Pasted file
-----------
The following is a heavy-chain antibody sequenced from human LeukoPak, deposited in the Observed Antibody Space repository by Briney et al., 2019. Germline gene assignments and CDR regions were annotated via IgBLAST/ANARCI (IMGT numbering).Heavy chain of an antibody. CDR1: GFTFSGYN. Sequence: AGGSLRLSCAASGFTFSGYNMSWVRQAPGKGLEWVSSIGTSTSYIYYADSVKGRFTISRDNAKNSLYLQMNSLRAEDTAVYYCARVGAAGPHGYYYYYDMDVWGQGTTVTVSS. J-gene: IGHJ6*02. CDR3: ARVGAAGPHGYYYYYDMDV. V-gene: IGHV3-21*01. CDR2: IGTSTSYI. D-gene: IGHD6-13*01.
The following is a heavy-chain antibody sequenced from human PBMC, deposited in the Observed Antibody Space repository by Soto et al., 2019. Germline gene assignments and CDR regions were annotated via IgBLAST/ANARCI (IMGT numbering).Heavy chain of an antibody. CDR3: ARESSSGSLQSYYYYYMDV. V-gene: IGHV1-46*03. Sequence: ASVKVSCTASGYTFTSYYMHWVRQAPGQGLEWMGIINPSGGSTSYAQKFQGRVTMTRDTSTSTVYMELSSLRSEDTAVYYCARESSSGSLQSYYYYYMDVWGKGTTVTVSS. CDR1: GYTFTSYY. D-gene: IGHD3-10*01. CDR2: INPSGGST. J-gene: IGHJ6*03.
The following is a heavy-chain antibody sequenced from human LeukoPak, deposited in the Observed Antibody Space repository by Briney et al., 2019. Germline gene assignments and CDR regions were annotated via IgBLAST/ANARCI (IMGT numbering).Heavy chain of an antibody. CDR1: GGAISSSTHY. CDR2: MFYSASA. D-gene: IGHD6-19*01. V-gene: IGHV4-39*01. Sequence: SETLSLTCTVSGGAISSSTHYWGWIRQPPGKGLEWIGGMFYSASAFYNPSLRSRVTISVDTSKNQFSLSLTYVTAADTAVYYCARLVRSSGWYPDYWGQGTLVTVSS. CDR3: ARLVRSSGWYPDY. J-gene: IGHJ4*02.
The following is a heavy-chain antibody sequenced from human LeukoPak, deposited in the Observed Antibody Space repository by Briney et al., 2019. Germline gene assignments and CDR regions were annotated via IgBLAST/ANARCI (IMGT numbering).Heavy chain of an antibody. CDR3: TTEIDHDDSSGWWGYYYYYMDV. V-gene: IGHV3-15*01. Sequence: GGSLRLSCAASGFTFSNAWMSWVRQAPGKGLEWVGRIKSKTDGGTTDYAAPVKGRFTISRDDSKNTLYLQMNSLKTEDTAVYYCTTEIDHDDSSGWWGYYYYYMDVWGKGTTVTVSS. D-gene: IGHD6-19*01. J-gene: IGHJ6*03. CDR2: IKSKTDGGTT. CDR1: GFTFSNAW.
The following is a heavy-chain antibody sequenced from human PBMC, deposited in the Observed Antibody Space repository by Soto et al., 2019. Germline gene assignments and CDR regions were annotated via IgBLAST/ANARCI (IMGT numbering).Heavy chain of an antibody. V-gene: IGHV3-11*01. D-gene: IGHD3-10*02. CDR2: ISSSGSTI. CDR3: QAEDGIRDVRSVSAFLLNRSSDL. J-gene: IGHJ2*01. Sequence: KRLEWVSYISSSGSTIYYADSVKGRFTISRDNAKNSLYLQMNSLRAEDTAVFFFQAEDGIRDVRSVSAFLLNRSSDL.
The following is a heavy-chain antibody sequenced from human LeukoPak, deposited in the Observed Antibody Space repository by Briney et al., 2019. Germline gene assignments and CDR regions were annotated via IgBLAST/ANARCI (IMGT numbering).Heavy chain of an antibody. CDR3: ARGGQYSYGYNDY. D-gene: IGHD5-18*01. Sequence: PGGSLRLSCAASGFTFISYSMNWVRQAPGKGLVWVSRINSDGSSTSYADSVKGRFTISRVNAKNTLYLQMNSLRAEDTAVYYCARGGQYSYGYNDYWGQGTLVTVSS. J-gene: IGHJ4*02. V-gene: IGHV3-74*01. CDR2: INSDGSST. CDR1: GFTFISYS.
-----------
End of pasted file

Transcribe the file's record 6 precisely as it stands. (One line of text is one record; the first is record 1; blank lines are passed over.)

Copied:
The following is a heavy-chain antibody sequenced from human LeukoPak, deposited in the Observed Antibody Space repository by Briney et al., 2019. Germline gene assignments and CDR regions were annotated via IgBLAST/ANARCI (IMGT numbering).Heavy chain of an antibody. CDR3: ARGGQYSYGYNDY. D-gene: IGHD5-18*01. Sequence: PGGSLRLSCAASGFTFISYSMNWVRQAPGKGLVWVSRINSDGSSTSYADSVKGRFTISRVNAKNTLYLQMNSLRAEDTAVYYCARGGQYSYGYNDYWGQGTLVTVSS. J-gene: IGHJ4*02. V-gene: IGHV3-74*01. CDR2: INSDGSST. CDR1: GFTFISYS.